The AI issues don't end there. The trade machine isn't exactly the brightest either, making it too easy to make the sorts of deals that would never fly in an MLB front office or in any sort of fantasy league. But if you're looking to trade for Mike Trout or Bryce Harper for virtual peanuts, this is the game for you.

The boys of summer

One area where R.B.I. Baseball 19 does succeed is with its art assets. Player models look better than they were in previous versions of the game. Stadiums look crisp, accurate, and beautifully detailed. But it's in the animations where things start to fall apart. Players look stilted in almost every aspect, from moving on the mound to moving on the field. Batters are almost static in the batter's box, sliding around without actually stepping around. It's something that I've come to expect from older generations of baseball games, but again, the genre has evolved past this point. It's another example of the wrong kind of nostalgia trip.

The best thing to say about R.B.I. Baseball 19 is that it's simple baseball on a relative budget. Those looking to jump right in with no bells and whistles will be served well enough here. Getting a game going with friends is a simple process. And it's a decent enough waste of an hour. Nothing here is offensively bad.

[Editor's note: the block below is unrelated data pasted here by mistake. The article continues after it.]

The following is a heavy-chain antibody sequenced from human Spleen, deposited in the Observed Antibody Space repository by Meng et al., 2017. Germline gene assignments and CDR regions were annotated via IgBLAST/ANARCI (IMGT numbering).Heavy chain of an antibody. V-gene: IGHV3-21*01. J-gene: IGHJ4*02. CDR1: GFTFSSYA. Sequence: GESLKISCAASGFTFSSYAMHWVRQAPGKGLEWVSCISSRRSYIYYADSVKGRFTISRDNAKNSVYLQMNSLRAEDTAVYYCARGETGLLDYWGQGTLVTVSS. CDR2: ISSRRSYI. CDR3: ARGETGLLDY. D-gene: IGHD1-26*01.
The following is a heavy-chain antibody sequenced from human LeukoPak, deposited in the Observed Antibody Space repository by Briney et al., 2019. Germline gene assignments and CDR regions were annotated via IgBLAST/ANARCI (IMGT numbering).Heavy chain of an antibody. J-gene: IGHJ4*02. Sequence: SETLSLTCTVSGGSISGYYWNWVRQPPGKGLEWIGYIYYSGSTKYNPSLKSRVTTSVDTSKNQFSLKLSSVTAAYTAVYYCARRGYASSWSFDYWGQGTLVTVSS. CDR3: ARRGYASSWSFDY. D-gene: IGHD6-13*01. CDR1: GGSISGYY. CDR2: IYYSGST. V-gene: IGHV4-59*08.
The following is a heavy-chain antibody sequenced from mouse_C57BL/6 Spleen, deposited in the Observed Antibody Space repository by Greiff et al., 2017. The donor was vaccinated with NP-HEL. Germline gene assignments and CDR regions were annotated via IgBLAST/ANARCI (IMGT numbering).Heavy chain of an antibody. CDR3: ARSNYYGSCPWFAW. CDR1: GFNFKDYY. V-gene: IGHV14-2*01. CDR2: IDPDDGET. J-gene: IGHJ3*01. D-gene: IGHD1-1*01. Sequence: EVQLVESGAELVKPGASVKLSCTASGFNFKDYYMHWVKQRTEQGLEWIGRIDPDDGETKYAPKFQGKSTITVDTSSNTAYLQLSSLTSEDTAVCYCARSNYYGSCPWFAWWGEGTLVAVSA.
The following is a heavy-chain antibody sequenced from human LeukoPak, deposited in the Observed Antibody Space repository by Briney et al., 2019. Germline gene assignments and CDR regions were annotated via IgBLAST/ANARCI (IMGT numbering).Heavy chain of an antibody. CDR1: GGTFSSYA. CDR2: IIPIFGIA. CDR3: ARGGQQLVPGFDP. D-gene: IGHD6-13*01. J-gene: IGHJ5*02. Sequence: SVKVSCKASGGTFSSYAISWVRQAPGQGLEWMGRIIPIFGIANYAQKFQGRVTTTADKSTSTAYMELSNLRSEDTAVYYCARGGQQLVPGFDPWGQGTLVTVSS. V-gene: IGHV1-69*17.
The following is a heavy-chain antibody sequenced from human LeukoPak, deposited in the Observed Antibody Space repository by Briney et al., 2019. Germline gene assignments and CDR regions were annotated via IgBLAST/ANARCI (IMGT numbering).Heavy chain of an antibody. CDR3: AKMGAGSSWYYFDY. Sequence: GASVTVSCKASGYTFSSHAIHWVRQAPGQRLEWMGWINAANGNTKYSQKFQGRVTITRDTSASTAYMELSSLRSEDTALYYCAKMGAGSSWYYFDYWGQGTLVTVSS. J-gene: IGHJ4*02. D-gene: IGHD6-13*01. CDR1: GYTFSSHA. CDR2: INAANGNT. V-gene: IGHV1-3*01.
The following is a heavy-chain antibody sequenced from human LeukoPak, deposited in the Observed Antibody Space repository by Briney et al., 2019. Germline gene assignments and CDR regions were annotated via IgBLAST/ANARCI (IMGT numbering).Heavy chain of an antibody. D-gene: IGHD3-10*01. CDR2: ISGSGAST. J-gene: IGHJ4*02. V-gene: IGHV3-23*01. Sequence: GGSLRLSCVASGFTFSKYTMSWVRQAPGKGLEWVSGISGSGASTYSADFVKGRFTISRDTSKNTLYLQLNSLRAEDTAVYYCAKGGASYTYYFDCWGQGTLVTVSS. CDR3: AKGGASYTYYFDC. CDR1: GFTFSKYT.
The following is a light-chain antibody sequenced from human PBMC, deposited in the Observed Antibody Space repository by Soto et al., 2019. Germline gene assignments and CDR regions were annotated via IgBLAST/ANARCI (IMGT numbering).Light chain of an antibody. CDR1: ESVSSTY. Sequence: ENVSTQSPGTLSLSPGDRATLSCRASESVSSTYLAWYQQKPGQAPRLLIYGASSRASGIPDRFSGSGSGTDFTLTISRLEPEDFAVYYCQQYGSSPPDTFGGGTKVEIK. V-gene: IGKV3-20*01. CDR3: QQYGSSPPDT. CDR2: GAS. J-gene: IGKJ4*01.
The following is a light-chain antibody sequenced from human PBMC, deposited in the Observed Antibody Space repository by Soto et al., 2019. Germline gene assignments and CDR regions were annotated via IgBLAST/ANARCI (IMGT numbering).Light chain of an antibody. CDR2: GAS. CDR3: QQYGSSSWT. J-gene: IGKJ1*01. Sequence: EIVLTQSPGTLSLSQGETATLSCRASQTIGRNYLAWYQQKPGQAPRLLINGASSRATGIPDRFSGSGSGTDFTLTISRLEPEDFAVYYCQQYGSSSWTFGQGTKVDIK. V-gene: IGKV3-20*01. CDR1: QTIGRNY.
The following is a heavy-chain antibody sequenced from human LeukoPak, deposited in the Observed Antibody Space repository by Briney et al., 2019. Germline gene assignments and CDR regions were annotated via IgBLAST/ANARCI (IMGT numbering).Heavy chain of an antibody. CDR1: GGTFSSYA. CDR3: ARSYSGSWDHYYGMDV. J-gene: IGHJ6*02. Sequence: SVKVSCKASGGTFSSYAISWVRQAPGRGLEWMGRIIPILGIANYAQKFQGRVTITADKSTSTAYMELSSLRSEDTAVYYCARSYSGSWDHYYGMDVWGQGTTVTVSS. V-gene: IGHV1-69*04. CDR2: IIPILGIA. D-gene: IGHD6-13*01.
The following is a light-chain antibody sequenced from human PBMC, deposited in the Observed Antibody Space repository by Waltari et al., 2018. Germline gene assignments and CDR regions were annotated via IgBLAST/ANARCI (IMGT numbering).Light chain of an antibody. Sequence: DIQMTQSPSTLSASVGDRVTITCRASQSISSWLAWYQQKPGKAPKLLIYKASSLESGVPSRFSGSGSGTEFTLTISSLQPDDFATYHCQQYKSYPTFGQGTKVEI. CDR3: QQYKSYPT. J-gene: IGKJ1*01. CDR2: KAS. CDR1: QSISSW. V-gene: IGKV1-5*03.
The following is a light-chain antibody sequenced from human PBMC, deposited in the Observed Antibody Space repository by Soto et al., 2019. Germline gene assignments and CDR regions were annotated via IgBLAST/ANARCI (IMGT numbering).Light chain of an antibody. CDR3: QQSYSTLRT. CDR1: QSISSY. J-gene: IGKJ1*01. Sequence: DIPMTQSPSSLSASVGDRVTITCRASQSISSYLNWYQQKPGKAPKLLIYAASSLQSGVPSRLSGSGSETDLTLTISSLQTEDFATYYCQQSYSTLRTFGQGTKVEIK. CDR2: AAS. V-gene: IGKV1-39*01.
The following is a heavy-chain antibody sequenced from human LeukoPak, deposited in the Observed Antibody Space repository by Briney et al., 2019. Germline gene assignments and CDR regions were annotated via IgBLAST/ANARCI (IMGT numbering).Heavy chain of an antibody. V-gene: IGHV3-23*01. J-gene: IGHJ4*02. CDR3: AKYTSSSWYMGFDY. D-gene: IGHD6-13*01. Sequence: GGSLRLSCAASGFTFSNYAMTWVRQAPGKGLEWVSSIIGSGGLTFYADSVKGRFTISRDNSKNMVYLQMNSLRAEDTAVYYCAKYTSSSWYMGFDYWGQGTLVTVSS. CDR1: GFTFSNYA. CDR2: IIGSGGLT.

Unfortunately, those looking for a deeper, more immersive baseball experience can do so much better than R.B.I. Baseball 19. And those hoping that this series can eventually get to the Major League level may not want to hold their breath. After six years, it feels like this series is what it is, doomed to dwell in the minor leagues with no call-up in sight.

This review is based on an Xbox One digital copy provided by the publisher. R.B.I. Baseball 19 is available now on the PlayStation Store, Xbox Live Marketplace, and Nintendo eShop for $29.99. The game is rated E.

Senior Editor

Ozzie has been playing video games since picking up his first NES controller at age 5. He has been into games ever since, only briefly stepping away during his college years. But he was pulled back in after spending years in QA circles for both THQ and Activision, mostly spending time helping to push forward the Guitar Hero series at its peak. Ozzie has become a big fan of platformers, puzzle games, shooters, and RPGs, just to name a few genres, but he’s also a huge sucker for anything with a good, compelling narrative behind it. Because what are video games if you can't enjoy a good story with a fresh Cherry Coke?

Review for
R.B.I. Baseball 19
  • Solid art assets
  • Easy to jump into a local game with friends
  • Crisp-looking stadiums
  • Stiff animations
  • Bad AI, both on the field and in the front office
  • Bare bones options for pitching and batting
  • No on-the-field commentary
  • No additional game modes beyond the bare minimum